Wild Librarian Bookspot

Welcome, book-lover types and interested others! After years of running a bookclub, it's clear that folks need to spread the word about good books ... and bad ones. I'll be uploading as many titles as I can. Read on.

Tuesday, June 06, 2017

"Pax" by Sara Pennypacker, illustrated by Jon Klassen

This is a difficult, sad, beautiful, simplistically powerful novel.  There is Peter, a boy without a mother who loves his pet fox.  There is Pax, a fox who loves his boy.  There is a father who is a soldier and war is coming.  Pax and Peter are separated, with each facing a kind of crucible.  As they fight to get back to one another there are many stories about how war destroys not only land but living creatures great and small, in body and in spirit.  At its core, this is a book about the pointlessness and destructiveness of war.  The book is symbolism, metaphor and allegory.  The place and time are ambiguous.  The time period could be now or then, the location here or there.  The generic setting is meant to let the reader focus on the voices -- those of Peter and Pax, as they grow to see a world they never expected.  For any animal lover, this novel pulls at the heart-strings.  The conclusion, one which makes sense yet is hard, will leave you reaching for the Kleenex.  The story ends with many questions about the future.  Again, this harkens to the uncertainty of war, the "not knowing" what may come.  A saving grace in the darkness seems to be the connections we have with one another, how we are separate but can learn to care, learn to love.  It is easy to see why this one made the National Book Award Longlist and is a New York Times Bestseller.  A good read, with an important message.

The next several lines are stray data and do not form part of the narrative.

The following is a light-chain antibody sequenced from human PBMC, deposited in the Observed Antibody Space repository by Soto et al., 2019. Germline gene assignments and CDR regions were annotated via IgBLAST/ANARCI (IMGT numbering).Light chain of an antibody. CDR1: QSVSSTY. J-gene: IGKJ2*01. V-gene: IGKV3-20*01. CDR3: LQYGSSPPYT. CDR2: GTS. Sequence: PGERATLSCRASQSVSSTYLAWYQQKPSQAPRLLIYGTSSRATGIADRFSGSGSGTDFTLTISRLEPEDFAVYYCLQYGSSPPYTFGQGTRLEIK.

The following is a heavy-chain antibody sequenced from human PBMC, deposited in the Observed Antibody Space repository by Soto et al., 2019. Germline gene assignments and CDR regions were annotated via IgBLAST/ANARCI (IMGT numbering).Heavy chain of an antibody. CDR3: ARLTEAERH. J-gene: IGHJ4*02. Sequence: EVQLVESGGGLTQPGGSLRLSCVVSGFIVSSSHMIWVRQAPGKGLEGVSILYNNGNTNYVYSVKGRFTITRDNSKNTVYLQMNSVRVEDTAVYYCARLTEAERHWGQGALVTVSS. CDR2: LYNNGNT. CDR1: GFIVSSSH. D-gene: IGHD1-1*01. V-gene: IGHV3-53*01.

Tuesday, May 30, 2017

"Absolutely Almost" by Lisa Graff

This is the book "Fish in a Tree" should have been.  Albie struggles in school.  He is an "Almost" in the sense that he isn't really good at anything, just "almost good".  His overachieving parents believe he can overcome with a little more effort but no matter how hard he tries, it never gets better.  The beauty of this book (over the aforementioned title by Ms. Hunt) is that it isn't clean.  A series of complex threads intertwine to make a kind of messy, slice-of-life story with fits and starts but not simple answers.  Albie transfers schools, deals with bullies, gets a new nanny and struggles with his one significant friendship while simultaneously working to create more.  The adults are not black and white.  His nanny is great but has her flaws, his parents care but don't seemingly have the time to really understand who their son is.  His teachers are aware of the bullying but don't stop it.  In one of the Kleenex moments in the book, one teacher gives Albie advice which changes his perspective.  It doesn't solve the problem but is one of the baby steps in growing up.  The end comes suddenly and not with the kind of neat conclusion you might expect.  Albie has made some progress but still struggles, questions remain.  The "absolutely real" voice of Albie and the urban NYC setting should make this a good read for many students.  Not as upbeat as "Tangle of Knots" (my Lisa Graff fave) but hugely accessible.  Another strong hit from an up-and-coming author to watch.